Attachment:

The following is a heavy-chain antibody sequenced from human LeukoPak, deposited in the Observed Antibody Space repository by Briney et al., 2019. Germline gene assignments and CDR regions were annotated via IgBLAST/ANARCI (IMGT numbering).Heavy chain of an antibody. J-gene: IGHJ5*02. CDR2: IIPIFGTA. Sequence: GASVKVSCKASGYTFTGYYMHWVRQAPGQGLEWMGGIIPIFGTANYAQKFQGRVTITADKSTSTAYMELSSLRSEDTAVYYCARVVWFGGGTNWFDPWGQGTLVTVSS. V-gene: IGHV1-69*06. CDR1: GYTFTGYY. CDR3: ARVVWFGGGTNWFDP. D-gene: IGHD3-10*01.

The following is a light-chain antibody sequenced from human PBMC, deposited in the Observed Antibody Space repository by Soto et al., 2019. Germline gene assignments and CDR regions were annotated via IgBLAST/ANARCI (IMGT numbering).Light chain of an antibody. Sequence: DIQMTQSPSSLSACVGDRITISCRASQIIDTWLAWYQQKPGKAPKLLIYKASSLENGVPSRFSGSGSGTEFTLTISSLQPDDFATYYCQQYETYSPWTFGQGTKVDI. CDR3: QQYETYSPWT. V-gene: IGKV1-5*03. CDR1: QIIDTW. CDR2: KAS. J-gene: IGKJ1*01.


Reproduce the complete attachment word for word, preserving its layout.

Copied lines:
The following is a heavy-chain antibody sequenced from human LeukoPak, deposited in the Observed Antibody Space repository by Briney et al., 2019. Germline gene assignments and CDR regions were annotated via IgBLAST/ANARCI (IMGT numbering).Heavy chain of an antibody. J-gene: IGHJ5*02. CDR2: IIPIFGTA. Sequence: GASVKVSCKASGYTFTGYYMHWVRQAPGQGLEWMGGIIPIFGTANYAQKFQGRVTITADKSTSTAYMELSSLRSEDTAVYYCARVVWFGGGTNWFDPWGQGTLVTVSS. V-gene: IGHV1-69*06. CDR1: GYTFTGYY. CDR3: ARVVWFGGGTNWFDP. D-gene: IGHD3-10*01.

The following is a light-chain antibody sequenced from human PBMC, deposited in the Observed Antibody Space repository by Soto et al., 2019. Germline gene assignments and CDR regions were annotated via IgBLAST/ANARCI (IMGT numbering).Light chain of an antibody. Sequence: DIQMTQSPSSLSACVGDRITISCRASQIIDTWLAWYQQKPGKAPKLLIYKASSLENGVPSRFSGSGSGTEFTLTISSLQPDDFATYYCQQYETYSPWTFGQGTKVDI. CDR3: QQYETYSPWT. V-gene: IGKV1-5*03. CDR1: QIIDTW. CDR2: KAS. J-gene: IGKJ1*01.